Media experts argue social media is no search rival in the DoJ’s antitrust tussle with Google
It’s been touted as “the trial for the future of the internet” as the Justice Department battles with Alphabet’s Google, particularly its search engine which generates $163 billion per year in media revenue.
Albeit, it took until the fourth week of proceedings to hear expert testimony from media practitioners to counter that of Google advertising chief Jerry Dischler, who appeared earlier in trial proceedings, with assertions should a re-evaluation of marketers’ reliance on the Alphabet entity.
Meanwhile, Microsoft CEO Satya Nadella appeared in the same Washington D.C. court while former Google advertising chief Sridhar Ramaswamy also took to the witness stand, effectively claiming that default agreements are the industry’s kingmakers, especially with search.
In the early phases of the trial — this past week was week four of a trial scheduled to take place over 10 — the plaintiffs laid out their case of how exclusive deals with device manufacturers such as Apple and Samsung gave Google “a powerful strategic weapon,” that effectively amounted to a monopoly.
Microsoft’s Nadella, whose Bing search engine is the closest to Google in terms of popular usage, told the court how such “defaults are the only thing that matters” in a distribution strategy. Meanwhile, Ramaswamy, who attempted to launch a privacy-focused search engine dubbed Neeva, explained how he shuttered this venture after it failed to score arrangements similar to Google’s $10 billion-per-year deal with Apple to be the iPhone’s default search engine.
Per Ramaswamy, such arrangements with device manufacturers and telcos “freeze the ecosystem in place” as it’s hard for corporations to walk away from Google writing them such big paychecks.
Of course, Alphabet’s defense strategy rests on the premise that competition is just a few clicks away, and that search ads are just part of a wider media ecosystem where Google faces intense competition from both legacy media owners, but also its Big Tech cohorts.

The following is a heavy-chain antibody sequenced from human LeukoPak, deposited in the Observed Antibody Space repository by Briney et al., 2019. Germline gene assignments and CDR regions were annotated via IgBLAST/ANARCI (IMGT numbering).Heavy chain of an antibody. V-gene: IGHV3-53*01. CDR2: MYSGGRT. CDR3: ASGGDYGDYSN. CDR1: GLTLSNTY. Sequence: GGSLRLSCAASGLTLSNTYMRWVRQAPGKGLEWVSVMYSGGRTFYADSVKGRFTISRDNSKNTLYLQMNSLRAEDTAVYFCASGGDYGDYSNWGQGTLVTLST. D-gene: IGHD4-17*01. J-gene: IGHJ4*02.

Albeit, this week also saw Joshua Lowcock, a longtime media expert at one of the media industry’s ‘big six’ Interpublic Group, who told the court that search ad placements were a “mandatory” element of any media plan.
Additionally, courtroom correspondents from Big Tech on Trial quote the media-buying executive as telling those present that he would advise brands against moving their ad budgets to rival search engines even if Google raised its prices by 5%.
Effectively, this would point to search ads, that can be targeted toward user intent by advertisers bidding on keyword terms such as “bank account,” “car insurance,” or “mortgage” counting as invaluable when it comes to promoting discretionary purchases when compared to alternative ad formats on platforms such as social media.
Simply put, well-targeted search ad placements (while not flashy) can trumpet the attribution qualities deemed invaluable to media teams eager to show their ROI, or so the perceived wisdom goes, a useful trait when media budgets are under more scrutiny than ever.
The trial continues.
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